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Rubrika: Language work

5. 6. 2010 | 12:53 

The best business idioms at work

Business idioms can make your English sound more natural — but only if you use them correctly! Find out if you do in this test.  

18. 3. 2010 | 23:07 

Do you use too much business jargon?

Do you use a lot of business jargon with native speakers of English? Maybe you shouldn't. 

20. 12. 2009 | 18:05 

One hell of a ride

As the global financial crisis worsens, the reports get more dramatic. The demise of any financial giant can have devastating knock-on effects. When, for example, a major provider of home, car, life and aviation insurance collapses, the ramifications are certain to be far-reaching. Could you be dramatic enough in your choice of words? Try our quiz to find out. 

11. 10. 2009 | 13:13 

Basic forms of the future

Let's practise the simplest and most common tenses used to talk about the future. 

15. 5. 2009 | 18:59 

Life coaching

When times are hard, some organizations turn to training to stay ahead of competitors, and today is no exception. Recent years have seen a growth in what has come to be termed life coaching.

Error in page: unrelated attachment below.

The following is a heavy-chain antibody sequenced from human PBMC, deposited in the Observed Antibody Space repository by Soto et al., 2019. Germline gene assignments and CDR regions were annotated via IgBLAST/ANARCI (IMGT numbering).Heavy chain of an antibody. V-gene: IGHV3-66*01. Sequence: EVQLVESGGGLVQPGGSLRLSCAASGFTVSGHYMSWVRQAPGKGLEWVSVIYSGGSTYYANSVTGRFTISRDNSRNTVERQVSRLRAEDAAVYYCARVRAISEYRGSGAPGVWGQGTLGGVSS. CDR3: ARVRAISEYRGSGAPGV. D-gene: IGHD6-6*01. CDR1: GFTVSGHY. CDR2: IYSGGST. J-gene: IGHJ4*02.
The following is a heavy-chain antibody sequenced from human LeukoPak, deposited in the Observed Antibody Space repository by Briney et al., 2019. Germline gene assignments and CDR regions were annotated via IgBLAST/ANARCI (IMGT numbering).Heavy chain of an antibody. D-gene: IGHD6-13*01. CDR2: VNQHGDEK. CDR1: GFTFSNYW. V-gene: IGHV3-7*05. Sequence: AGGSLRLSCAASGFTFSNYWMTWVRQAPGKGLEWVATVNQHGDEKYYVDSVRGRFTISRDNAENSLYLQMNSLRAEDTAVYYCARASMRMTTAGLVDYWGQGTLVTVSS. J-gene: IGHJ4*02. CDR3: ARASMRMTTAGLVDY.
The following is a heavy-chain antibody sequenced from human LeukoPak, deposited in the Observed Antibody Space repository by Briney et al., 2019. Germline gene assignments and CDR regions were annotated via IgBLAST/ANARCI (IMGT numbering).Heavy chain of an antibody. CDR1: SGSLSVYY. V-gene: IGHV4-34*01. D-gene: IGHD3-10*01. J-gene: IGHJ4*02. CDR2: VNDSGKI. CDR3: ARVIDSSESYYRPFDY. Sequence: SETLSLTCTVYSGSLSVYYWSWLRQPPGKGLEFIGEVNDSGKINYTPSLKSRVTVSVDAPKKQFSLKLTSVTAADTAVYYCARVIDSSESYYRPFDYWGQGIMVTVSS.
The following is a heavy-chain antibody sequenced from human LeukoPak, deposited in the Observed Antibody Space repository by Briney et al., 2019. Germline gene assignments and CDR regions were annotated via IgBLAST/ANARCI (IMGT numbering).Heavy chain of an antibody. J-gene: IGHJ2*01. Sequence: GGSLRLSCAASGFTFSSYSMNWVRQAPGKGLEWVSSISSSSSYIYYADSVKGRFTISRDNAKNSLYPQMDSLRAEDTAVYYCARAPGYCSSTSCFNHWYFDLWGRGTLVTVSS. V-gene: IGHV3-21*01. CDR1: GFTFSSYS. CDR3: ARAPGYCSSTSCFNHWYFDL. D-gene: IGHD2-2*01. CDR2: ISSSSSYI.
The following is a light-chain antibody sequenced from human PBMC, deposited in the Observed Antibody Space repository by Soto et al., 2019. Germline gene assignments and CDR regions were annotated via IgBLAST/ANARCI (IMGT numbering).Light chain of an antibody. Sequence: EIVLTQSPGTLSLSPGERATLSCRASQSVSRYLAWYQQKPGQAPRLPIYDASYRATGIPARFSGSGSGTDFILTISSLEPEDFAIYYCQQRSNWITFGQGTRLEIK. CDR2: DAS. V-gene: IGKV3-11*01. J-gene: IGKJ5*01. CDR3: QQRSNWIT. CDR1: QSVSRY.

22. 2. 2009 | 16:11 

Screwed up?

President Bill Clinton could never have used "I screwed up" when he was talking about his “sexual relations” with Monica... 

17. 9. 2008 | 19:55 

Who's baulking now?

Deborah CaprasContent Manager September has been a very dark month for financial markets. The collapse of the US investment bank Lehman Brothers, a... 

18. 7. 2008 | 11:06 

Special Report: Multilingualism

Leonard Orban, EU Commissioner for Multilingualism, talks to Ian McMaster about the importance of foreign languages for EU firms. 

17. 6. 2008 | 19:31 

Obama & Clinton

Are Barack Obama and Hillary Clinton going to be stronger together? Look at our new exercise. 

12. 5. 2008 | 21:54 

Fun with Macs

Maybe 500,000 people should have bought a Mac! 

18. 3. 2008 | 22:37 

Business abbreviations

Abbreviations and acronyms are very common in business communication today. You can check your knowledge of some of them in this test. 

10. 2. 2008 | 20:55 

Which article?

Do you know the rules for using articles in English? Here, you can practise some of the more tricky points by doing the following exercise. 

8. 8. 2006 | 10:03 

Sounds like ...

No one ever said English was logical. Or logically phonetic, for that matter. This is why we have words that look the similar, but sound completely different, e.g., beard and heard, words that look different but sound the same e.g. raze (to demolish) and raise (to lift). And to make matters worse, sometimes words that are spelt the same are pronounced differently depending on their meaning e.g. row (a line) and row (a fight). There’s no rhyme or reason! Well, maybe there is some rhyme… See if you can find the word that doesn’t sound like the others in the group. And watch for the words that have more than one pronunciation.